Soda Consumption Linked to Aggression in Children
The United States leads the world in soda consumption, and while studies have shown the adverse effects in adolescents, a recent study on young children shows significant impacts. The study, published in the Journal of Pediatrics, is summarized here.
This study showed altered behavior with consumption of one soda per day with some 5-year-olds consuming more than four per day. Altered behavior included aggression (getting into fights, physically attacking people and destroying things belonging to others), withdrawn behavior, attention deficit. Candy also affected behavior while juice slightly reduced the behavior changes. This study shows that soda consumption should not be allowed to kids.
Dr. Shakira Suglia, who authored the study, discussed the findings of the links between soda and antisocial behavior. “Certainly water or milk is more nutritious and a better alternative. Our advice is consistent with what is already out there: for the very young kids, any soda is not a healthy option. And even for adolescents, I think parents should really limit the amount of soda their kids are drinking.”
Dr. George says, “I personally found the above information interesting. It is my personal opinion that soda should not be given to children but it is good to see research pointing out the reason why. The article made me remember something I saw back in Northern Idaho around the fourth of July 2010. I was walking into a grocery store when I saw a young boy (I’m guessing he was about 12) walking out drinking a can of Rockstar Energy Drink with another can hanging from his left hand in a plastic bag. I thought to myself why does this kid need an energy drink? I don’t have an answer for that, maybe he learned to drink them from his parents.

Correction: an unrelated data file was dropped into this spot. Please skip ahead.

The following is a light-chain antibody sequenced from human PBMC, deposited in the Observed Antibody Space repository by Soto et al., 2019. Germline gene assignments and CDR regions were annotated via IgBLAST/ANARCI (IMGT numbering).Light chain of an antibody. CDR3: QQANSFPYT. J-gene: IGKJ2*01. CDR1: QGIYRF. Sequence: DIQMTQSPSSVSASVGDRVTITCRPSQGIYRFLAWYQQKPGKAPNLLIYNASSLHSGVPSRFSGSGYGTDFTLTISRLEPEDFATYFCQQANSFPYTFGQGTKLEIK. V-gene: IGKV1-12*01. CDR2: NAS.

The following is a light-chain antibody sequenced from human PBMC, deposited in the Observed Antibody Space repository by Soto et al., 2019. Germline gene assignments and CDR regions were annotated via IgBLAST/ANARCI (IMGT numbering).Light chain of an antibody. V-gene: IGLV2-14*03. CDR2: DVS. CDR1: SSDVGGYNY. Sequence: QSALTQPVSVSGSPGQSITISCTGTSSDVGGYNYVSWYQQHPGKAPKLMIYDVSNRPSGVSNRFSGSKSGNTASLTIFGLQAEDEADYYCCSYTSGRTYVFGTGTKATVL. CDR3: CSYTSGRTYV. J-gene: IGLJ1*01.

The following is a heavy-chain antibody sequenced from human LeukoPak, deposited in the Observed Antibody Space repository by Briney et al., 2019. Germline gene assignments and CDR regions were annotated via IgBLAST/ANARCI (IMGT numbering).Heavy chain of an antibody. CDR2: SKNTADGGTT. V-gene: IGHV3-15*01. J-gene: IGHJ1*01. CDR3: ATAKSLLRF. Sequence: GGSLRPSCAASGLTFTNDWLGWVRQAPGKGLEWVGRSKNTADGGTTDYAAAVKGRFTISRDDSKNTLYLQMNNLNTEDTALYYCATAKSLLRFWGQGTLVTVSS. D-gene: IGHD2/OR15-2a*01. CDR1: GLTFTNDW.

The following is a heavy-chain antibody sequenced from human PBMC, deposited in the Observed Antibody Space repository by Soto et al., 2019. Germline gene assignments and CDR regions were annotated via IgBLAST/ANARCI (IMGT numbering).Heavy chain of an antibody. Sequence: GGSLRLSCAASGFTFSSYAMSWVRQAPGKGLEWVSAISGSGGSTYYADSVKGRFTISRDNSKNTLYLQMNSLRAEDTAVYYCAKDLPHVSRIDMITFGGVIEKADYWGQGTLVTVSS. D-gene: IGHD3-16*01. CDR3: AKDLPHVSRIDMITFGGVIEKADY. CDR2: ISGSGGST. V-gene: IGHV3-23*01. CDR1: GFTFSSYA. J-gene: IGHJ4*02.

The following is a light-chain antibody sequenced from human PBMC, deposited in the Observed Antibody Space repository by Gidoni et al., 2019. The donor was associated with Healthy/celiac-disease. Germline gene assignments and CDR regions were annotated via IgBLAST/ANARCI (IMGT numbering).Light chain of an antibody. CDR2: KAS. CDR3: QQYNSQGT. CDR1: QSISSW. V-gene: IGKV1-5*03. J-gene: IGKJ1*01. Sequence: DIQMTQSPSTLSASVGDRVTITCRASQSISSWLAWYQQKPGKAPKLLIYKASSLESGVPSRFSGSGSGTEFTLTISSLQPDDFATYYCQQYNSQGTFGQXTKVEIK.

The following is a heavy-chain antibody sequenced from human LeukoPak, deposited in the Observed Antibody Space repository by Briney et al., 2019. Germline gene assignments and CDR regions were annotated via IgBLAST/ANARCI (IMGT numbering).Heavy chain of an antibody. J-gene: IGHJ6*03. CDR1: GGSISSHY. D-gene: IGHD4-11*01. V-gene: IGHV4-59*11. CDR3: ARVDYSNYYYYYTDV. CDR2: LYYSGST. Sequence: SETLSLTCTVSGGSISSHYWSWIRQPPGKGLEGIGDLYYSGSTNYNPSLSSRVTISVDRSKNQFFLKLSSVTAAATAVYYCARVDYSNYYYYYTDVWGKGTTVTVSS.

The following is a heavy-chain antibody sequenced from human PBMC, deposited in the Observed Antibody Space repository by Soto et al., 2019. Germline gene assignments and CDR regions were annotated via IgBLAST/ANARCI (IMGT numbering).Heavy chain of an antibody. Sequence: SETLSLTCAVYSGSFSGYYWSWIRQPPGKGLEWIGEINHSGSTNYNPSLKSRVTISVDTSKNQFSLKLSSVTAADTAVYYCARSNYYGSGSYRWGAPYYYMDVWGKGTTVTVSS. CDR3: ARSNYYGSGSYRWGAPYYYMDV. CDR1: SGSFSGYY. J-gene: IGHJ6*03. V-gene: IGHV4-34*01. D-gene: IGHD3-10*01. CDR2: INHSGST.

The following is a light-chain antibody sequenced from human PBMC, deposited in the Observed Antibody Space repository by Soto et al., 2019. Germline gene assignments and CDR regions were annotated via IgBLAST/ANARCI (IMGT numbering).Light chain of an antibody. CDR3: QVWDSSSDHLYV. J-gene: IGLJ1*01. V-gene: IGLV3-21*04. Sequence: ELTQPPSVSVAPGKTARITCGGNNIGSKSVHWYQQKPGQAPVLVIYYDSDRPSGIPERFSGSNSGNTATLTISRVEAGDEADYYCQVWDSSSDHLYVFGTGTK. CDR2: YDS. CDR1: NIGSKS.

“As parents you have the greatest influence on your kids when they are younger. As they got older you lose that. I hope the above article makes you think about what you let your kids consume. Remember that one of your greatest jobs on this Earth is that of a parent.” – George D. Miskovic, D.C.